Job hunting for early-career psychological scientists can be difficult in the best of economies. A pandemic like COVID-19, which has shelved hiring plans and cancelled in-person conferences and events where so much networking would have occurred, has only magnified the challenge. Paradoxically, these constraints may also represent windows of opportunity that resourceful scientists are uniquely qualified to open.
“Networking is all about community—it’s about how I might help you, be a resource for you, inject value into your organization,” according to Alaina G. Levine, a STEM career consultant who writes and speaks for scientific audiences. In the APS webinar Virtual Networking: How to Network and Find Collaborators From Afar, she laid out techniques and strategies for making connections remotely, identifying pain points, and building collaborations with people who might become (or introduce you to) your future colleagues. “If we’re going to advance our science, we need new collaborators, new perspectives,” she said. The trick is getting the right people to see that potential in you.
First step: Send a targeted email that quickly establishes the parallels between your respective areas of expertise and requests a 15-minute Zoom/Skype/Whatsapp call to explore how you might be able to help them. Better yet, send several of these emails.
Consider the example of one young scientist Levine knows. Seeking a postdoc in a specialized field where he had limited experience, he conducted a literature search for professors working in that field who were using techniques he had some knowledge of. One of the professors who took a meeting with this young scientist went on to create a postdoc specifically for him, after a series of conversations that helped the young scientist identify his future colleague’s pain points and elucidate the ways in which he would be able to help.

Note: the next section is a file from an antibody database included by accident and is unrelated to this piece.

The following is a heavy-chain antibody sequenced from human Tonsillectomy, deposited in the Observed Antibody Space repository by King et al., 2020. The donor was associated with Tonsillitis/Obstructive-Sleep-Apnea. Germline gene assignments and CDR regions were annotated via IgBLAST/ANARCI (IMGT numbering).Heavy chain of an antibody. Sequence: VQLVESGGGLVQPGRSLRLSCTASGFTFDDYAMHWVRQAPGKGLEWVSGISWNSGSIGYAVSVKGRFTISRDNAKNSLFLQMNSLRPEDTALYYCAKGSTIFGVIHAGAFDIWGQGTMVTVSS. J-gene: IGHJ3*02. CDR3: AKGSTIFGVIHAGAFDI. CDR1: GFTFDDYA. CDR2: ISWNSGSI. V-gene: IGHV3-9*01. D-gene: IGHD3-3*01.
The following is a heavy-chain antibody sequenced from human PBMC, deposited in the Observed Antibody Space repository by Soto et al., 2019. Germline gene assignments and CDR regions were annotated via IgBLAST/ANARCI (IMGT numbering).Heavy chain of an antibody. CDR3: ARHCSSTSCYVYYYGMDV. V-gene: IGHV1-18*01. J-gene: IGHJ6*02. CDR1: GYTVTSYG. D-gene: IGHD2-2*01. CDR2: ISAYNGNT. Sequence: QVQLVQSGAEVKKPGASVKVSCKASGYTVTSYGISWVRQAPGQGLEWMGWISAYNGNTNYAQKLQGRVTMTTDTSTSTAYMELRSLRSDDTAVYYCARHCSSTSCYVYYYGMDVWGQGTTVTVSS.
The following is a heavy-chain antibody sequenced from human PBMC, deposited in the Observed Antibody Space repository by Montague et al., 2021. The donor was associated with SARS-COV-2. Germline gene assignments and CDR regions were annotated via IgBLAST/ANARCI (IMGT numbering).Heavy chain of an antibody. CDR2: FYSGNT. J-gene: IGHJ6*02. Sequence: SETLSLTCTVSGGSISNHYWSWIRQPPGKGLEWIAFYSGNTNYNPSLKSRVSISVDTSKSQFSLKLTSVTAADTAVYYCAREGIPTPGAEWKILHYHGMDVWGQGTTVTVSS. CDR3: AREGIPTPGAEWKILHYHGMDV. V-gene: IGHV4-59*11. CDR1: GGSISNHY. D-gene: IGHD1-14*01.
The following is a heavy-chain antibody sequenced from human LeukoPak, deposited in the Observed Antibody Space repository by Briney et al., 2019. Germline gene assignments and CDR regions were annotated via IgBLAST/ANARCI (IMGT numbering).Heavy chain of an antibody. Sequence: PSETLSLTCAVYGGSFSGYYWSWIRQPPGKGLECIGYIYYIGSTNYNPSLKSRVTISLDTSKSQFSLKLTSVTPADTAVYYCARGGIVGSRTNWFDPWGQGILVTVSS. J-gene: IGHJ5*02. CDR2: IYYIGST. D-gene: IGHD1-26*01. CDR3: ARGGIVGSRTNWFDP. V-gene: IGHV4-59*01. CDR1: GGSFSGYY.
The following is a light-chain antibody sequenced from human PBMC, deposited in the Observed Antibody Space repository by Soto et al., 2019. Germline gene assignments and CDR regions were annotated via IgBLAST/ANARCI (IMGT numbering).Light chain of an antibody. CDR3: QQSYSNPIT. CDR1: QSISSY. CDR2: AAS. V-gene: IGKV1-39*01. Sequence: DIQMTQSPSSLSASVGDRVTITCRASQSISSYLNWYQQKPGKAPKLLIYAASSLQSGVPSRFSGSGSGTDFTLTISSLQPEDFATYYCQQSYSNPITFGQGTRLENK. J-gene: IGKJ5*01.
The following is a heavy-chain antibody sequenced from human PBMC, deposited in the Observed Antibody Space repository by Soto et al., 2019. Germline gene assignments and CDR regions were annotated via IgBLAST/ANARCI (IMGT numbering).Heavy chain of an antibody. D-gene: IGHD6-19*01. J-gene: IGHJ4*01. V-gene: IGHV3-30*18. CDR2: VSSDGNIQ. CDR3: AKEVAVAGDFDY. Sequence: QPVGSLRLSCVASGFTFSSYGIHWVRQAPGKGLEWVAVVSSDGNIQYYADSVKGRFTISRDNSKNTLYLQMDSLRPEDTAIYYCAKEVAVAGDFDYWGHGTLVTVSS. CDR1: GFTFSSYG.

Here are a few more tips on how to identify those prospects, and what to say when contacting them:
- Form your list using informed sources. Ask colleagues, advisors, friends for recommendations. Review conference agendas and programs, including virtual presentations. Look through membership directories. Read journals and papers. Scour your social networks. Volunteer on committees and task forces.
- In your actual message, begin by demonstrating empathy and genuine interest in the recipient’s health and well-being, especially in light of the current realities. “I hope this email finds you and your colleagues healthy and safe.”
- Pinpoint the mutual interest. “I read about your work on X and see parallels to some work I’m doing in X + 1.”
- Clarify that you’re putting their needs (and the community’s needs) first. “I’m wondering if I might serve as a resource or be of assistance.”
- Be patient and respectful—don’t expect a response right away, or at all—and be prepared to circle back in a few weeks or months with a second effort.
Above all, listen intently when you do get those meetings. Levine, who has written widely about networking for scientists, underscores the importance of being alert to others’ pain points—to the “walls impeding innovation” they may be facing. That prospective boss or colleague may not even realize they need a new colleague or set of perspectives, let alone have an actual position opening or job description to refer to. You know what expertise you bring. You know about new techniques and tools that more established scientists may not be familiar with. Leverage your training, Levine said, and customize your problem-solving expertise as you go.
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